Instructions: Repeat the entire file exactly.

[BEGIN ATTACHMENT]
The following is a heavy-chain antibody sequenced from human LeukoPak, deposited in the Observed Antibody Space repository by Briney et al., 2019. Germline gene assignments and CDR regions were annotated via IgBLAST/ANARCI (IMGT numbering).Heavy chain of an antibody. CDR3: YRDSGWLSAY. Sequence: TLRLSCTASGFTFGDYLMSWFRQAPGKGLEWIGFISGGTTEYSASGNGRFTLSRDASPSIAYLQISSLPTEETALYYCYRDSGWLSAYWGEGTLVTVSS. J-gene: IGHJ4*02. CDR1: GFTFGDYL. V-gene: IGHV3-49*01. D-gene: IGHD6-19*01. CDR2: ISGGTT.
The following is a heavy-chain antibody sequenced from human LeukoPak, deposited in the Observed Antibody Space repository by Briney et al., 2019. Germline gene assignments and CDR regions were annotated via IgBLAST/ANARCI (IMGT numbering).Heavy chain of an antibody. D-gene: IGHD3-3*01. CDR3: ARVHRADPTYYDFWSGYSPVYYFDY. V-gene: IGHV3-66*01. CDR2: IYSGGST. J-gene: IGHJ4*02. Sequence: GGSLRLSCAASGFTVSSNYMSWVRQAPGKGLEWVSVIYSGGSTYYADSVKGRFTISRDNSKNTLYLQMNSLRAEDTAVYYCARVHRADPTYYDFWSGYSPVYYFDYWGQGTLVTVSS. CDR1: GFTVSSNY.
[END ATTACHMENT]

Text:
The following is a heavy-chain antibody sequenced from human LeukoPak, deposited in the Observed Antibody Space repository by Briney et al., 2019. Germline gene assignments and CDR regions were annotated via IgBLAST/ANARCI (IMGT numbering).Heavy chain of an antibody. CDR3: YRDSGWLSAY. Sequence: TLRLSCTASGFTFGDYLMSWFRQAPGKGLEWIGFISGGTTEYSASGNGRFTLSRDASPSIAYLQISSLPTEETALYYCYRDSGWLSAYWGEGTLVTVSS. J-gene: IGHJ4*02. CDR1: GFTFGDYL. V-gene: IGHV3-49*01. D-gene: IGHD6-19*01. CDR2: ISGGTT.
The following is a heavy-chain antibody sequenced from human LeukoPak, deposited in the Observed Antibody Space repository by Briney et al., 2019. Germline gene assignments and CDR regions were annotated via IgBLAST/ANARCI (IMGT numbering).Heavy chain of an antibody. D-gene: IGHD3-3*01. CDR3: ARVHRADPTYYDFWSGYSPVYYFDY. V-gene: IGHV3-66*01. CDR2: IYSGGST. J-gene: IGHJ4*02. Sequence: GGSLRLSCAASGFTVSSNYMSWVRQAPGKGLEWVSVIYSGGSTYYADSVKGRFTISRDNSKNTLYLQMNSLRAEDTAVYYCARVHRADPTYYDFWSGYSPVYYFDYWGQGTLVTVSS. CDR1: GFTVSSNY.